You know there’s a problem in the tech industry when statistics like this no longer come as much of a surprise.
Sky News recently reported that 39% of women say “they’ve been denied a significant opportunity at work because of their gender”.
It’s certainly not the first time that this problem has been highlighted. Unfortunately, it’s also unlikely to be the last time.
Creating progressive tech environments
Creating environments in which women working within technology can realistically progress their careers and expect promotion at the same rate as men has been an issue for years now.
It’s precisely because of this progression problem that Sadiq Khan, the Mayor of London, has unveiled a £7m tech careers programme.
This initiative – called the Digital Talent Programme – has been created with the aim of “boosting the proportion of women in the industry, which currently stands at just 17 per cent. It will also work to increase black, Asian and minority ethnic Londoners and those from disadvantaged communities who are employed in these crucial sectors of the capital’s economy.”
Making a lasting impact
However, while the programme is clearly another step in the right direction, the issue isn’t just entry into the tech industry. It’s also about proactively creating promotion opportunities for women at junior levels.
Even if you dramatically increase the number of women entering the sector, this will have little to no lasting impact if they don’t also have the chance to progress from junior to midweight-level roles and beyond.
What is clear however is that women are interested in working in technology. We’ve seen this first-hand, both with our Next Tech Girls who’ve undertaken work experience, and the women who’ve joined our Wall of Inspiration.
Identifying the problem, creating a solution
So, what steps should be taken to make sure that women are given a good chance of progressing within the tech industry? Or are at least given the same opportunities as men.
Is it really enough to simply make sure that an equal number of applications are put forward from both men and women for every position? Or should companies and recruiters go a step further? Rather than merely sending CVs from an equal number of women and men, should they also ensure that they are ‘name-blind’ applications?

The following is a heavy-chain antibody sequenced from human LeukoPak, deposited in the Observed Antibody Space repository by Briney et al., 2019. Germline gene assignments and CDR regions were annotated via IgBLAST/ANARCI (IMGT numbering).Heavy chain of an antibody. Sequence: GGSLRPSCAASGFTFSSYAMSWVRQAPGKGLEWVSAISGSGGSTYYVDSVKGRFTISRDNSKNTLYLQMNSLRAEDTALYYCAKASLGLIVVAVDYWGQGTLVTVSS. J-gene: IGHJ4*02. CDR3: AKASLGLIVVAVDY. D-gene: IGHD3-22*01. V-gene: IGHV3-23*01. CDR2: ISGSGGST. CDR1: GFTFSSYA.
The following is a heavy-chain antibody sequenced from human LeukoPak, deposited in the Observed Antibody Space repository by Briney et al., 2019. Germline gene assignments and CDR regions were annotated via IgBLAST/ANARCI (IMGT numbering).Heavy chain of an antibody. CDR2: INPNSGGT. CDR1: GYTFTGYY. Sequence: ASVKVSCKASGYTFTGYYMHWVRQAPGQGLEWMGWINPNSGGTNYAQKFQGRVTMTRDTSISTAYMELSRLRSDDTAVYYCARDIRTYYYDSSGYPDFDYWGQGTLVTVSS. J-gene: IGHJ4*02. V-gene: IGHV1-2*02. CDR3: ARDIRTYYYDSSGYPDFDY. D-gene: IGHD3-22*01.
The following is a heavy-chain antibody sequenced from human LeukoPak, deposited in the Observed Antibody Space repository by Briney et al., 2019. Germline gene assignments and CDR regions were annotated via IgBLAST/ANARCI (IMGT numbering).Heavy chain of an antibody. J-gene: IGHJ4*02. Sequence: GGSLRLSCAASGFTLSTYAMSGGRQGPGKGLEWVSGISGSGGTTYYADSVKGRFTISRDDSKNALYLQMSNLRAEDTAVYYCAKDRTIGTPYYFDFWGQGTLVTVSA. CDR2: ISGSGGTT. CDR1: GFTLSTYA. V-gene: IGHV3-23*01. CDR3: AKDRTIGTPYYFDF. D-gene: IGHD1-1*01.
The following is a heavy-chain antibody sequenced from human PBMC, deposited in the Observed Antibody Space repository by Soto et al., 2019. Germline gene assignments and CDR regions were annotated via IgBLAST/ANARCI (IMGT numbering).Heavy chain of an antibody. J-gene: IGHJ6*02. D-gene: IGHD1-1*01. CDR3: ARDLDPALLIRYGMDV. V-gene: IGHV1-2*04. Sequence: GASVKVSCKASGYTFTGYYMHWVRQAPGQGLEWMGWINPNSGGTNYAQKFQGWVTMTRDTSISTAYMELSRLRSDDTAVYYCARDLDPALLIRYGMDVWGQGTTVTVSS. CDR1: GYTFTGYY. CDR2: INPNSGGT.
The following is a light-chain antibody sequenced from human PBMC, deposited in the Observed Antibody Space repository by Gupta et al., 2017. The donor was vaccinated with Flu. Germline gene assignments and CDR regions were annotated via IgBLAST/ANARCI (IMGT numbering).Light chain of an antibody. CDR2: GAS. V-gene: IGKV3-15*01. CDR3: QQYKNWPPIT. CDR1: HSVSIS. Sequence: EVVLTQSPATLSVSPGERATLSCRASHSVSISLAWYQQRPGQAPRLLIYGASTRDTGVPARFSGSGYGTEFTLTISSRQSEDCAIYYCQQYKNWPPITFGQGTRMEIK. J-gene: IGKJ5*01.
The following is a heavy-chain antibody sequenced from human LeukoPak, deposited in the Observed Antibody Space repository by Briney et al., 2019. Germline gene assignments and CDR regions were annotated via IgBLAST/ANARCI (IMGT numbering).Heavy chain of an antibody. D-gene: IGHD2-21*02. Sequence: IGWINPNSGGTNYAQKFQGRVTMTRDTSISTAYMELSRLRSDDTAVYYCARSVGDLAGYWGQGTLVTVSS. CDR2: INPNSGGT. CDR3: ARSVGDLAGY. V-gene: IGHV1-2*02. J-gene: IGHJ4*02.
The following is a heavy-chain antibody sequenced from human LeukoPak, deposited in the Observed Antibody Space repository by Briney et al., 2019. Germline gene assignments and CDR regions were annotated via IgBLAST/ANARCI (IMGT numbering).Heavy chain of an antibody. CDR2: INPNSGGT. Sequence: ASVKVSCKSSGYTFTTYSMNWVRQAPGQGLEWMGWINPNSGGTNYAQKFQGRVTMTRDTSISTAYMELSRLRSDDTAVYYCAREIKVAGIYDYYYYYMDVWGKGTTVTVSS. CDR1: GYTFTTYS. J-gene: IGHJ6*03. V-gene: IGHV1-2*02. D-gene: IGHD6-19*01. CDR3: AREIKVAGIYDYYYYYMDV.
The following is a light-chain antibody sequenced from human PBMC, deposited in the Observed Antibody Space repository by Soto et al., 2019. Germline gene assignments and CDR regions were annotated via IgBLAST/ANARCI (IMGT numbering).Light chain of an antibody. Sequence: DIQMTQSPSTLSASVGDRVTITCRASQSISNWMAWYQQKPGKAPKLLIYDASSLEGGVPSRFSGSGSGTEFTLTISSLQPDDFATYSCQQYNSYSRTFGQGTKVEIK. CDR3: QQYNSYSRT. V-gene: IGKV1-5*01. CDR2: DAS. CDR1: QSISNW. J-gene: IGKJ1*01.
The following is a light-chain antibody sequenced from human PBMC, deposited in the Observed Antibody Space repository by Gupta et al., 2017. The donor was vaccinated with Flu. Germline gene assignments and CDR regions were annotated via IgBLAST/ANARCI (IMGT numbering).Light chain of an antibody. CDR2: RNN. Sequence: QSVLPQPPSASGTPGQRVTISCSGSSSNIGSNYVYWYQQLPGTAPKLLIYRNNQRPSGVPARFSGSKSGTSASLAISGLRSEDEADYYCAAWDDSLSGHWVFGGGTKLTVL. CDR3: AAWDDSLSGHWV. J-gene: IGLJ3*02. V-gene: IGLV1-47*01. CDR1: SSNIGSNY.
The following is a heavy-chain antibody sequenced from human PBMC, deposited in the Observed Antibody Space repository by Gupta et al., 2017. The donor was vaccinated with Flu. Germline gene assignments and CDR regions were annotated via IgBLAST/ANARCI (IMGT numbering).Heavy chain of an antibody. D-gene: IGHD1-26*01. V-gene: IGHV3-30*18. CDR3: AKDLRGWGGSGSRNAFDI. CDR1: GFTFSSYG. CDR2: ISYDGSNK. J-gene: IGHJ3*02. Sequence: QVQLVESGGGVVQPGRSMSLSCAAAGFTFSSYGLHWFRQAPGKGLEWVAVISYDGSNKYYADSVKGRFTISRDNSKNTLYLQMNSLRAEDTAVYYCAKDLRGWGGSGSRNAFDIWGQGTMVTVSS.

This all depends on what the actual problem is. If it’s the case that female applicants aren’t being given a fair chance against the number of male applicants – because they’re outnumbered – then evening out the number of applications between the genders may help to give as many women the chance to progress as men.
However, if the stumbling block is that women are actively being prevented from progressing, or even reaching the interview stage – either because of conscious or unconscious bias – then perhaps something more drastic needs to be done. Such as the introduction of anonymous, name-blind CVs.
Taking gender out of the equation
The supporting argument is that they force hiring decision makers to judge candidates on their skills and experience alone. Completely taking gender out of the equation.
There’s evidence that a much larger number of women reach the interview stage when CVs are stripped of identifying aspects such as gender, race, and even where they went to school. As such, it seems clear that making this a requirement across the tech industry – the norm, rather than the exception – would make a big difference overnight. What’s more, there’s no real case for not doing it.
Of course, applications and CVs are only one part of the hiring process. Getting more women to the interview stage does not guarantee that there will suddenly be a big increase in the number of women hired or promoted to senior roles.
Sadly, but not surprisingly, bias comes back into play as soon as face-to-face meetings are brought into the equation.
Reducing bias in interviews
It’s easier to level the playing field when candidates are presented on paper. Doing so in person is an altogether different challenge. How do you reduce bias in an open, face-to-face situation?
Some companies aim to do this by making use of mixed interview panels, in order to bring together a range of different perspectives and opinions.
These panels could include men, women and members of the LGBT and BAME communities. This creates space for a more balanced view, one that aims to minimise the possibility of discrimination and bias playing a role.
Other suggestions include implementing something similar to the US’s Rooney Rule, which is an example of affirmative action. This would make it a requirement for companies to interview minority candidates as part of their hiring or promotion process.
By diversifying both the panels used to interview applicants and the talent pools from which they attract and hire people, companies can give themselves a much better chance of actively diversifying their workforces and promoting more people from minorities into senior positions.
This in turn will help the industry to promote itself as inclusive, creating something of a self-fulfilling prophecy. People from different backgrounds will have more diverse role models to look up to, encouraging them to enter the industry, and so on and so forth.